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Thread: Case Study: Gynecologic and Obstetric Disorders --Lower Abdominal "Heaviness"

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    Default Case Study: Gynecologic and Obstetric Disorders --Lower Abdominal "Heaviness"

    Gynecologic and Obstetric Disorders --Lower Abdominal "Heaviness"

    PATHOLOGY CASE 3: Lower Abdominal "Heaviness"

    A 21-year-old nulliparous woman complains of lower abdominal “heaviness.” She takes an oral contraceptive and is in a monogamous relationship. On examination, she has a normal-sized, nontender uterus, and a 9-cm right adnexal mass is palpated. Her pregnancy test is negative. On sonography, the mass appears cystic and solid.
    Case 3 Questions:

    • Whsat is the most likely diagnosis?
    • What are some of the histologic findings expected in this mass?

    Answer / Explanation:

    Summary: A 21-year-old nulliparous woman has a 9-cm right adnexal mass that on sonography appears cystic and solid.

    Most likely diagnosis: Benign cystic teratoma of the ovary.

    Expected histologic findings in this mass: Any tissue may be found, but the most common are sebum, skin, hair, teeth, thyroid, and neurologic tissues.





    [HIDE]This young woman has an ovarian mass that on ultrasound has cystic and solid components, a classic presentation of a benign cystic teratoma (dermoid cyst) of the ovary. Although benign cystic teratomas are often asymptomatic, larger dermoids (as in this case) can present with pelvic pain, pressure, fullness, or dyspareunia. The patient’s pregnancy test was reported as negative; however, in rare cases, degenerating ectopic pregnancies can be missed with urine human chorionic gonadotropin (hCG) assays because of the low sensitivity of urine pregnancy tests in the presence of very low (<25 mIU/mL) serum hCG levels.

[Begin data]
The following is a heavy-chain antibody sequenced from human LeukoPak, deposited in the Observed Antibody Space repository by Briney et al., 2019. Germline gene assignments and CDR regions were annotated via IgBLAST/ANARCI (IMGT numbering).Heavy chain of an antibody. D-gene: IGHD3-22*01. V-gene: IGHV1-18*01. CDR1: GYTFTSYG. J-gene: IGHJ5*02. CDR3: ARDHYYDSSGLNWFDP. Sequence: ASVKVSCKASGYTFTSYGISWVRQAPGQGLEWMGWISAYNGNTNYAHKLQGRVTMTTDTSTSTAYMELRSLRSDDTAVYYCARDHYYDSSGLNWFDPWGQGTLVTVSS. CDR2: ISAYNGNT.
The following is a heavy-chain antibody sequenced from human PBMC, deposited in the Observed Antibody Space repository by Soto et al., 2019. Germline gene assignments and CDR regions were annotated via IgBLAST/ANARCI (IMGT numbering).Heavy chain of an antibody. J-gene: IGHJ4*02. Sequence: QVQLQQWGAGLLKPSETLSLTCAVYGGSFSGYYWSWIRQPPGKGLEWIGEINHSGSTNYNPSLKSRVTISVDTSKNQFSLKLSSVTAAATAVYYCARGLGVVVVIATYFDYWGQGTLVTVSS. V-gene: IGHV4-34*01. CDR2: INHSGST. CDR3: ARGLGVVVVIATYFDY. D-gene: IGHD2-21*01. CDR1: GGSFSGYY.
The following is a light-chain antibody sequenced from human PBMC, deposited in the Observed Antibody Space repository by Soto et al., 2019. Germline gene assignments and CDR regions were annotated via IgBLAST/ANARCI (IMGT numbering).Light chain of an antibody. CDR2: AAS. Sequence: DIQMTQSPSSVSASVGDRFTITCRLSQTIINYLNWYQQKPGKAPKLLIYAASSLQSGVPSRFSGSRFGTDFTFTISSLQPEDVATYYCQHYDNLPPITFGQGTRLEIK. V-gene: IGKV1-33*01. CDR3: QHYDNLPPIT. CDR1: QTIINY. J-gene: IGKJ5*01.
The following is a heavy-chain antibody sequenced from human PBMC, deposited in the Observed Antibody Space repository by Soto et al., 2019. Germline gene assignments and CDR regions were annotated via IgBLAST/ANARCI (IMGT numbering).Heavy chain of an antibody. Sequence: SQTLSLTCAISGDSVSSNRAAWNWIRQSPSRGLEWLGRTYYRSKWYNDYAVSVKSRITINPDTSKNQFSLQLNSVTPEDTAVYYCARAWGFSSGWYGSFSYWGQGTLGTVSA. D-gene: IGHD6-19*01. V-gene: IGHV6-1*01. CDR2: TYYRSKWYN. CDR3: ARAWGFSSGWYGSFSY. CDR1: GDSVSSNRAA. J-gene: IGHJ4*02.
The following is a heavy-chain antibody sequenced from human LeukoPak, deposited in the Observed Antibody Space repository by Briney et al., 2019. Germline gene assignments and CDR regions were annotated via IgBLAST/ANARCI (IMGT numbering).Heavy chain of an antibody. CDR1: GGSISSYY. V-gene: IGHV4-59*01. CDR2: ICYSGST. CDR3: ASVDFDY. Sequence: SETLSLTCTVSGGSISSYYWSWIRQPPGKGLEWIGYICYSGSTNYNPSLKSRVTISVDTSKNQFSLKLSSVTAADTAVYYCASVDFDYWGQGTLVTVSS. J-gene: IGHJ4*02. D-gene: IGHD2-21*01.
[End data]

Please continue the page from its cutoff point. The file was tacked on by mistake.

The fact that the patient is engaged in a monogamous relationship should decrease the risks of her contracting gonorrhea or Chlamydia, hence decreasing the possibility of pelvic inflammatory disease and tuboovarian abscess (TOA). The patient also gives a history of oral contraceptive (OC) use, which also serves to decrease the risk of pelvic inflammatory disease and/or TOA. Oral contraceptives also greatly decrease the likelihood of the mass being a physiologic ovarian mass (follicular cyst, hemorrhagic corpus luteum cyst, etc.). The ultrasound shows a complex (both cystic and solid) ovarian mass, which also is not consistent with an abscess or a physiologic ovarian or paraovarian cyst.

    Although some disagreement exists over the timing and indications for surgery in complex masses under 6 cm or simple cysts of any size, a 9-cm complex ovarian mass almost always needs to be explored surgically. This is due primarily to the small but not insignificant risk of malignancy. Upon confirmation of benign intraoperative findings, efforts should be directed at salvaging all normal tissue from the affected ovary and removing only that tissue which has undergone neoplastic degeneration.

    Last edited by trimurtulu; 01-05-2009 at 10:48 PM.

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